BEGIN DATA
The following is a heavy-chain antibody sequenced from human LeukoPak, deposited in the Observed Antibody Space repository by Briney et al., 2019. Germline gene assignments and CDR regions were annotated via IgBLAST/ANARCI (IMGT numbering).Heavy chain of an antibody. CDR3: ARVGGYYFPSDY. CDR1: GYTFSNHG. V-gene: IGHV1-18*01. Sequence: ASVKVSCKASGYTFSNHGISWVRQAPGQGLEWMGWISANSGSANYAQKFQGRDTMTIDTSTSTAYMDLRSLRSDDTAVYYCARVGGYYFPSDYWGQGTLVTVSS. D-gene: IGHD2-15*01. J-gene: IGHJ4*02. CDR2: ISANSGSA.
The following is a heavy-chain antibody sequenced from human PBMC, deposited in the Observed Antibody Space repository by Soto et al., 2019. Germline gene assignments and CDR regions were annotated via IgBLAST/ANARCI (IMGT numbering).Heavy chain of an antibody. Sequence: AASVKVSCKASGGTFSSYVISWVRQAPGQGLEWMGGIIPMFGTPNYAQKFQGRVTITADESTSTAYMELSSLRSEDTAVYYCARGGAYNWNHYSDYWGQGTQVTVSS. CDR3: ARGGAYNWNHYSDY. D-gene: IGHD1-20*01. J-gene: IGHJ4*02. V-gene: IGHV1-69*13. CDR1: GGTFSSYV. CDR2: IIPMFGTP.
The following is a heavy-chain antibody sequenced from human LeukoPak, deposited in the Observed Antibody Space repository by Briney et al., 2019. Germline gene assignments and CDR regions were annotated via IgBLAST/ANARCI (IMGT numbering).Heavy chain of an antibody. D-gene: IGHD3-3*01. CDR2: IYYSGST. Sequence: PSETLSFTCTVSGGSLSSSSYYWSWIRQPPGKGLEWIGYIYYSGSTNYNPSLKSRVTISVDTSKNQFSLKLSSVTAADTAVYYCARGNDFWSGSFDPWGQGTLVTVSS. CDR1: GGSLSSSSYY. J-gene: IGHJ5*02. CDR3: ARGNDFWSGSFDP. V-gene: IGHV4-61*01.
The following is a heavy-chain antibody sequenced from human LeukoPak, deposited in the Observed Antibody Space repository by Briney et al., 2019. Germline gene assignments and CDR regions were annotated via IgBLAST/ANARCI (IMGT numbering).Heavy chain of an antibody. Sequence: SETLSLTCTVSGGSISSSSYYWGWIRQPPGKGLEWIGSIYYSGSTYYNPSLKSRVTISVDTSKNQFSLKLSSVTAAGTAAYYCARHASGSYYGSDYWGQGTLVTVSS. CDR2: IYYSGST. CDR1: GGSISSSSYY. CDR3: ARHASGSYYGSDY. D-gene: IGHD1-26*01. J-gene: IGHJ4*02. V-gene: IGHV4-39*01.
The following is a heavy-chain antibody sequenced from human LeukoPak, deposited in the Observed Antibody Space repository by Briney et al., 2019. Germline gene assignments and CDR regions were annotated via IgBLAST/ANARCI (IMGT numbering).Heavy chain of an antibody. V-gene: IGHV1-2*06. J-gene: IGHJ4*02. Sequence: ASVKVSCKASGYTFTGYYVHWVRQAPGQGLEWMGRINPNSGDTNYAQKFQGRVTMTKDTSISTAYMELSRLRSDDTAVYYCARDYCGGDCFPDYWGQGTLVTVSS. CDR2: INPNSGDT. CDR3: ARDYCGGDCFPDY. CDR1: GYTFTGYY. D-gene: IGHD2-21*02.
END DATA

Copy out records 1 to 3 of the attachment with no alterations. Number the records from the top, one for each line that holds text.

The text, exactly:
The following is a heavy-chain antibody sequenced from human LeukoPak, deposited in the Observed Antibody Space repository by Briney et al., 2019. Germline gene assignments and CDR regions were annotated via IgBLAST/ANARCI (IMGT numbering).Heavy chain of an antibody. CDR3: ARVGGYYFPSDY. CDR1: GYTFSNHG. V-gene: IGHV1-18*01. Sequence: ASVKVSCKASGYTFSNHGISWVRQAPGQGLEWMGWISANSGSANYAQKFQGRDTMTIDTSTSTAYMDLRSLRSDDTAVYYCARVGGYYFPSDYWGQGTLVTVSS. D-gene: IGHD2-15*01. J-gene: IGHJ4*02. CDR2: ISANSGSA.
The following is a heavy-chain antibody sequenced from human PBMC, deposited in the Observed Antibody Space repository by Soto et al., 2019. Germline gene assignments and CDR regions were annotated via IgBLAST/ANARCI (IMGT numbering).Heavy chain of an antibody. Sequence: AASVKVSCKASGGTFSSYVISWVRQAPGQGLEWMGGIIPMFGTPNYAQKFQGRVTITADESTSTAYMELSSLRSEDTAVYYCARGGAYNWNHYSDYWGQGTQVTVSS. CDR3: ARGGAYNWNHYSDY. D-gene: IGHD1-20*01. J-gene: IGHJ4*02. V-gene: IGHV1-69*13. CDR1: GGTFSSYV. CDR2: IIPMFGTP.
The following is a heavy-chain antibody sequenced from human LeukoPak, deposited in the Observed Antibody Space repository by Briney et al., 2019. Germline gene assignments and CDR regions were annotated via IgBLAST/ANARCI (IMGT numbering).Heavy chain of an antibody. D-gene: IGHD3-3*01. CDR2: IYYSGST. Sequence: PSETLSFTCTVSGGSLSSSSYYWSWIRQPPGKGLEWIGYIYYSGSTNYNPSLKSRVTISVDTSKNQFSLKLSSVTAADTAVYYCARGNDFWSGSFDPWGQGTLVTVSS. CDR1: GGSLSSSSYY. J-gene: IGHJ5*02. CDR3: ARGNDFWSGSFDP. V-gene: IGHV4-61*01.